What painters' paintings do you enjoy looking at?
I have to say I like highly figurative paintings where something interesting is going on. This includes various painters' whose Wikipedia entries state that the artistic community of, say, 1860, viewed them to be staid and old-fashioned sell-outs and stick-in-the-muds. From Ingres, to Alma-Tadema, to Gérôme, to George Bellows. Does this make me basically a Norman Rockwell fan?
What visual art do people like?
LB: One thing that I'm reliably entranced by is abstractions where I can walk it back to a representational source -- there's a very familiar Mondrian that looks like a bunch of dashes, some vertical, some horizontal, scattered over a rough circle. At an exhibition, I saw it displayed with a realistic painting of a stone church, and a series of intermediate paintings that broke the realistic church further and further down until the dashes were all that was left. That sort of thing I could look at all day.
Does the blog need to be fed? My only real news is that I just signed a lease for next year, and I'll be living in a converted carriage house. Basically, one big room with a kitchen along one wall, plus a little bathroom.
The pros: it's closer to school, so I can walk/bike more feasibly. I've never lived alone, and I'm looking forward to seeing what that's like. The limited space is appealing, in that it's less to keep tidy, and I liked that about living in a single room (with a roommate directly next door in his own room) for three years during college.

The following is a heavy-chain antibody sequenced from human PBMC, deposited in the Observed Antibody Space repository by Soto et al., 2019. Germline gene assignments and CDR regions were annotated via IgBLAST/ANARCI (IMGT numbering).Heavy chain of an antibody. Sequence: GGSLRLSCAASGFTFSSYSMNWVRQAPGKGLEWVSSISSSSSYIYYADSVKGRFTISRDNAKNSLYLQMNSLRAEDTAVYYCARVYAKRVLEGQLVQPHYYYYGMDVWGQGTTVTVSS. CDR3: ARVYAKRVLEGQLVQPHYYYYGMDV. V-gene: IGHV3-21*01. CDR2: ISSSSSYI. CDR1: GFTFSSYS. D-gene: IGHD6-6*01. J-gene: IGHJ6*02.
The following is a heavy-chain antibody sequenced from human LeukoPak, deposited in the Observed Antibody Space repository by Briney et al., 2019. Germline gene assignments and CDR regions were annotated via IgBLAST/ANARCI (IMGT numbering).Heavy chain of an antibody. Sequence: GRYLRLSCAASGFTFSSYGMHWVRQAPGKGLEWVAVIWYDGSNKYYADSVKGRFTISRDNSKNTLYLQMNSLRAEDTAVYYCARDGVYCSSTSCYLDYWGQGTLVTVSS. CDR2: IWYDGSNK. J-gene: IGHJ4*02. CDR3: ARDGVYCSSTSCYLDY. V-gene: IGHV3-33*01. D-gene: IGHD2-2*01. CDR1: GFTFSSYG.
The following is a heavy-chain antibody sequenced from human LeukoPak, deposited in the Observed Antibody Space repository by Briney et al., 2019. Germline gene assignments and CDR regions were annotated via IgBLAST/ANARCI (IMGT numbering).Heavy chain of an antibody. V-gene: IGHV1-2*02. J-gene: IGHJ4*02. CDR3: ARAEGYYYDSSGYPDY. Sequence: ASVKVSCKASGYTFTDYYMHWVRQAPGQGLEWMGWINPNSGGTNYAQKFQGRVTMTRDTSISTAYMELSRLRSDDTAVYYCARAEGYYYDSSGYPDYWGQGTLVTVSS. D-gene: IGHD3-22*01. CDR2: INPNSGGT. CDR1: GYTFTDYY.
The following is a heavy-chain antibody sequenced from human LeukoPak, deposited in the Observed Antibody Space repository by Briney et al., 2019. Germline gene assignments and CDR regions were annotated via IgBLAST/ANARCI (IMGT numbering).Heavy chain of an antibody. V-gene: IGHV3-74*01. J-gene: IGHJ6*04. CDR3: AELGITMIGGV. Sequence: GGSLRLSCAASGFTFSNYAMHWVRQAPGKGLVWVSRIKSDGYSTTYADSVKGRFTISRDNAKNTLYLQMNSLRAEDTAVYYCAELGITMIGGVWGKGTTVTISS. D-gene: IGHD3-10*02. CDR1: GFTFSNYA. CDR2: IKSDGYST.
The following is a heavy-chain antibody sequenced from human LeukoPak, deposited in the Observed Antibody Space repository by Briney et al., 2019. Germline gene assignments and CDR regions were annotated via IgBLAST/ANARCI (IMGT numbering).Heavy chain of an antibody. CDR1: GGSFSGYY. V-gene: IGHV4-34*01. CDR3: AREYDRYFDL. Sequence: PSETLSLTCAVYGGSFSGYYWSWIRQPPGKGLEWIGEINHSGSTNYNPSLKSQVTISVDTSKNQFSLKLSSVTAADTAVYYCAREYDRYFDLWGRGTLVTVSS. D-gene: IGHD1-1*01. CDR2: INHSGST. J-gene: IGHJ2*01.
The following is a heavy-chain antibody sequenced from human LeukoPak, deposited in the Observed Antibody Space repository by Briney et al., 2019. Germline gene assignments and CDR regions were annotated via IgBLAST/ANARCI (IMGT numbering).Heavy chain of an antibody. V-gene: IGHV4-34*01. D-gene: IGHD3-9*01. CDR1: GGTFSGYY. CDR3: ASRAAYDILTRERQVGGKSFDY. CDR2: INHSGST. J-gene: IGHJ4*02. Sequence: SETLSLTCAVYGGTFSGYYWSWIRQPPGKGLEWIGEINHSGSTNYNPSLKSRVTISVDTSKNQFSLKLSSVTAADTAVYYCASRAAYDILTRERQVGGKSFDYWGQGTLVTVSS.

The cons: it's pretty tiny, and I have a lot of crap. It's quite close to Undergrad Party Land, which could get annoying fast. Also, as a general point, moving sucks.
I have no idea why this information would be of interest to the 'tariat. So do with it what you may.
Introducing Ace Geebie, born last night.
Hawaii: "She's so cute. Her hair feels like fur."
Hokey Pokey: "The baby is out of your uterus!"
A friend of mine from high school has a nine-year-old son who was diagnosed with brain cancer a couple of summers ago and is currently having a really, really rough go of chemotherapy. He's collecting postcards from well-wishers and tracking their points of origin on a Google map. It would mean a lot to me (but much, much more to Charlie and his family) if you guys could help broaden his map. The address is below the fold there. Thanks, y'all.
PO Box 351
Concord, NC 28025